“The right organization is as important as implementing a single commerce platform to support the seamless brand experience across channels,” Mr. Neville said. “We have recently seen a shift in how retailers are arranging their organizations to better ensure a consistent brand experience across channels.

"Organizations are shifting their ecommerce areas from within the marketing organization to now align with the store organization, or the other way around," he said. "The common theme is that the leader of this combined organization is seen as an innovator who understands the unified commerce vision.

"The creation of a single 'retail' or 'commerce' organization overseen by a head of retail or chief customer officer, who is in charge of all interactions across all channels and has direct control over any changes or updates to the overall shopping experience. This alignment enables the overall organization to be more nimble and innovative as they work towards a seamless customer experience across all channels.”

Digital dilemmas
Across the board, the consumer majority feels that ecommerce lacks the personalized attention needed to be effective.

Sales associates are an integral part of in-store experiences, with 87 percent of consumers basing purchase decisions off the advice of a retail employee, according to a recent report by Salesfloor.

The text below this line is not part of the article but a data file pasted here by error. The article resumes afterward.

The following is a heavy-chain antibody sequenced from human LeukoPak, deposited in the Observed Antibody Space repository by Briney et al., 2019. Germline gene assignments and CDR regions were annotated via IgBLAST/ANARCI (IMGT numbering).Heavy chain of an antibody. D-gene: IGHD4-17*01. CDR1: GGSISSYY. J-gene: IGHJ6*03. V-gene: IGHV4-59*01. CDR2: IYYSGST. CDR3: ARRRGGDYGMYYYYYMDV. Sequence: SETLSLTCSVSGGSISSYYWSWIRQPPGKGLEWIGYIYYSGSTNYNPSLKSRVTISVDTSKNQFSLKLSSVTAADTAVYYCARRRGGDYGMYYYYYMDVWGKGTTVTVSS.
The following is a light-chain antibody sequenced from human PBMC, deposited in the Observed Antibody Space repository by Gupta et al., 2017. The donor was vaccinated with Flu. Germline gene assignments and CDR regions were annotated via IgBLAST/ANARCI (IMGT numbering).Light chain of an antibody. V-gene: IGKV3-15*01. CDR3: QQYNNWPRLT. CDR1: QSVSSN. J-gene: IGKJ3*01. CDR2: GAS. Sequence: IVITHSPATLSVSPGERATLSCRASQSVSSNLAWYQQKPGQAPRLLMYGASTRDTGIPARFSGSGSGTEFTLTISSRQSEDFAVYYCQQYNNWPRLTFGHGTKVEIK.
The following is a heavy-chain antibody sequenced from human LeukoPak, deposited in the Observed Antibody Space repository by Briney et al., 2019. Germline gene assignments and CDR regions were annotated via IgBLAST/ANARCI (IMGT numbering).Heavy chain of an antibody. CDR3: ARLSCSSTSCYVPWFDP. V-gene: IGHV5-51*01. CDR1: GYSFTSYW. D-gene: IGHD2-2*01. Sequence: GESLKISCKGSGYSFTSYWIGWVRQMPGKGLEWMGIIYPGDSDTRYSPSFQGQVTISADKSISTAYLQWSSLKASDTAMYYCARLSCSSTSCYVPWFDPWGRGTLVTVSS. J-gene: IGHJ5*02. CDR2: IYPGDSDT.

While in-store interactions are vital to a consumer’s purchasing journey, more than half of surveyed consumers say the same personalized synergy is lacking online. Salesfloor’s “2016 Omnichannel Retail Associate” study identifies the service gaps in online and bricks-and-mortar shopping experiences, a chasm that needs to be remedied for retailers to present consumers with seamless, omnichannel retailing (see story).

For luxury, specifically, the sector is currently facing a digital-or-die dilemma.

Seven percent of personal luxury goods sales are made via ecommerce today, but online retail will represent 12 percent of the luxury market by 2020, according to projections from the Boston Consulting Group.

About six out of every 10 luxury purchases currently are influenced by digital channels, as social media, a brand’s Web site and mobile feed into buying decisions, whether the transaction is completed online or in-store. While many luxury brands have been avoiding the shift toward digital that many of their mass counterparts have made, BCG warns that the business models of digital laggards will no longer suffice in today’s market (see story).

“Nordstrom is a great example of a luxury retailer that is successfully delivering cross-channel services,” Mr. Neville said. “They have built their environment around the customer and customer experience across channels.

"They realize that customers want to engage seamlessly across multiple touch points and have worked to align their organization to ensure they can support their customers’ shopping journey,” he said.